Government turns their back on motorists

Fuel price sign
Fuel price sign

The cost of living has been rapidly increasing in recent years, putting additional financial strain on many households. In response to rising fuel prices earlier this year, the Morrison govern­ment introduced a 50% cut to the Fuel Excise Tax in March 2022.

Mr Morrison made claims the sudden increase in fuel prices earlier in the year were due to events well beyond Australian shores such as the war in Ukraine and stated the temporary fuel excise cut was feasible due to the current position of the economy at the time of his announcement.

The recently elected Alba­nese Government stated they would not continue the cut despite Mr Alba­nese scolding the Morrison Government in October last year with a twitter post that read; “Petrol prices are at record highs, putting major squeeze on family budgets across the country and the Morrison Government isn’t doing anything about it.”

According to the ACCC (Australian Competition & Consumer Commission), record international prices for crude oil and refined petrol were due to increased demand, production cuts by Russia and the OPEC (Or­ganization of the Petroleum Exporting Countries) cartel and the war in Ukraine.

The ACCC’s latest quarterly petrol monitoring report for June 2022 revealed the av­erage retail petrol prices in the five largest capital cities were 188.0 cents per litre (cpl), up by 6.1cpl from the March quarter. This was the sixth consecutive quarter in which prices increased. In real terms, prices in the June quarter were the highest since the September quarter in 2008, when average pric­es in 2021-22 dollars were 206.9cpl.

Retail prices then fell by about 35cpl in July as international crude oil and refined petrol prices de­clined due to an increase in supply from oil stockpiles, lockdowns in parts of China and a worsening global economic outlook.

“Motorists experienced savings because of the fuel excise cut at a time of record and rising wholesale prices. The excise cut prevented even higher prices due to international factors, largely driven by the war in Ukraine.” ACCC Chair Gina Cass-Gottlieb said.

“Since late June, average re­tail petrol prices have come down significantly, in line with decreases in interna­tional crude oil and refined petrol prices.”

When we asked Federal Member for Bass, Bridget Archer, about her opinion of the Fuel Excise Tax and whether motorists were being priced out of car ownership, this was her response:

“I continue to advocate for the best interests of our community and my call for an extension of the fuel excise tax is in line with the concerns raised with me from people all across Northern Tasmania who are concerned about the impact ending the excise tax will have on their budget. This is of particular concern given the rising costs we are all facing whether that is at the grocery store, paying an electricity bill or trying to meet sky-high rental costs or keeping up with increas­ing mortgage interest rates.”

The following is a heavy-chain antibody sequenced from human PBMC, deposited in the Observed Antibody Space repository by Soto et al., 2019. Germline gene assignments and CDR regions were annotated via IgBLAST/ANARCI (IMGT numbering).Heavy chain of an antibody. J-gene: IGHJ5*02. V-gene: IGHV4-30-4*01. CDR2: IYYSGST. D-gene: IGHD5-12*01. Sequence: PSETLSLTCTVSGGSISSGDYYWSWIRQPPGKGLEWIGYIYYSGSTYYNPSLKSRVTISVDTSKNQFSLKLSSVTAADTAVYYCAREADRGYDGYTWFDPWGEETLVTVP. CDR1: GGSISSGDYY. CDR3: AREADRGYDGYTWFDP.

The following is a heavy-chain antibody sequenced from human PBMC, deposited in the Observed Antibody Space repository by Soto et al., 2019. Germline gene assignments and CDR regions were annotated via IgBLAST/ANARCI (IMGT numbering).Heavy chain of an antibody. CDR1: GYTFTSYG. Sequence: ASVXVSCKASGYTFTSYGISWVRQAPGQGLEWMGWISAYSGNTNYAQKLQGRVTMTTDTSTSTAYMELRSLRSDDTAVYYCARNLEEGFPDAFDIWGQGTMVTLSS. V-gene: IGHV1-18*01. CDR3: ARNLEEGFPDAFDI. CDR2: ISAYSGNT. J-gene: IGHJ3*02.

“I do appreciate the Federal Government has many competing priorities how­ever they have long been extremely vocal about eas­ing cost of living pressures for Australians and the time for talk is over and they now must demonstrate how they will turn this talk into tangi­ble action that will support our community.”

One Launceston local ex­pressed the end of the Fuel Excise cut had left them feeling angry and con­cerned about the anticipated increase in fuel and the flow on effect for other bills such as grocery shopping. “When I first started driving, I can remember fuel being approximately $1.20 some­thing per litre.” They said.

Following the excise rein­troduction, the ACCC will be monitoring wholesale and retail prices closely and will not hesitate to take action if retailers make misleading statements on price movements or if there is evidence of anti-competi­tive behaviour (such as price collusion).

“We will shortly be engag­ing with fuel wholesalers and retailers to say that we do not expect to see un­characteristic or abnormal wholesale and retail price increases in the days leading up to, and on the day of, or after, the reintroduction of the full rate of fuel excise.” Ms Cass-Gottlieb said.

“Motorists are reminded that prices will continue to fluctuate with changes in international prices and the exchange rate, as well as petrol price cycles in the five major capital cities. Our monitoring and analysis will assess and report on all factors influencing retail prices. The ACCC will con­tinue its weekly reporting to consumers about what is happening to fuel prices and when to find the cheapest fuel.”

“Shopping around and us­ing fuel price apps can help consumers find the cheapest petrol in their area. Our previous research has shown that buying at independent retailers and avoiding the top of the petrol price cycle in the five largest capital cities can save motorists a lot of money.” Ms Cass-Got­tlieb said.

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